Posted: 26 Aug 2007
Could bad weather be responsible for U.S. corruption? Natural disasters create resource windfalls in the states they strike by triggering federally-provided natural disaster relief. By increasing the benefit of fraudulent appropriation and creating new opportunities for such theft, disaster relief windfalls may also increase corruption. We investigate this hypothesis by exploring the effect of FEMA-provided disaster relief on public corruption. The results support our hypothesis. Each additional $100 per capita in FEMA relief increases the average state's corruption nearly 102 percent. Our findings suggest that notoriously corrupt regions of the United States, such as the Gulf Coast, are in part notoriously corrupt because natural disasters frequently strike them. They attract more disaster relief making them more corrupt.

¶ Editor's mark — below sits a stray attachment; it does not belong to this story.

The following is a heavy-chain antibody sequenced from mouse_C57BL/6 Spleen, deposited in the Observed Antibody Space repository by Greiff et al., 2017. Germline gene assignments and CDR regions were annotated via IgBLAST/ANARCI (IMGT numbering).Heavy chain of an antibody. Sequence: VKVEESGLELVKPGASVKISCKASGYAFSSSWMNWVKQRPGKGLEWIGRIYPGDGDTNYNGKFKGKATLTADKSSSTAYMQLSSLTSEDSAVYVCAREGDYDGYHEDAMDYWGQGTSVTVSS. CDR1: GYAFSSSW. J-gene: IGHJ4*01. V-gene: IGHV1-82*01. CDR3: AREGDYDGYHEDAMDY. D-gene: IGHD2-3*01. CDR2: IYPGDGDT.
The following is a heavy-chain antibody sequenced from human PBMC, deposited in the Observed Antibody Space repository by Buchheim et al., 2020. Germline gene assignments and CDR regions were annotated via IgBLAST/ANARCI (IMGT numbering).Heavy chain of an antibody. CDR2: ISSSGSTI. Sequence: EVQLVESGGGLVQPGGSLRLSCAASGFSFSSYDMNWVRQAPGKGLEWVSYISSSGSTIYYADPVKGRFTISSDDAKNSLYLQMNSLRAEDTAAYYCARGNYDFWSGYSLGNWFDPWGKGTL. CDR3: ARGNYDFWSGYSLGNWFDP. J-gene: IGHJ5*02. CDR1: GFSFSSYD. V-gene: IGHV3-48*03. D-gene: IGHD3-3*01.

Suggested Citation: Suggested Citation
Leeson, Peter T. and Sobel, Russell S., Weathering Corruption. Journal of Law and Economics, Vol. 51, 2008. Available at SSRN: https://ssrn.com/abstract=1009909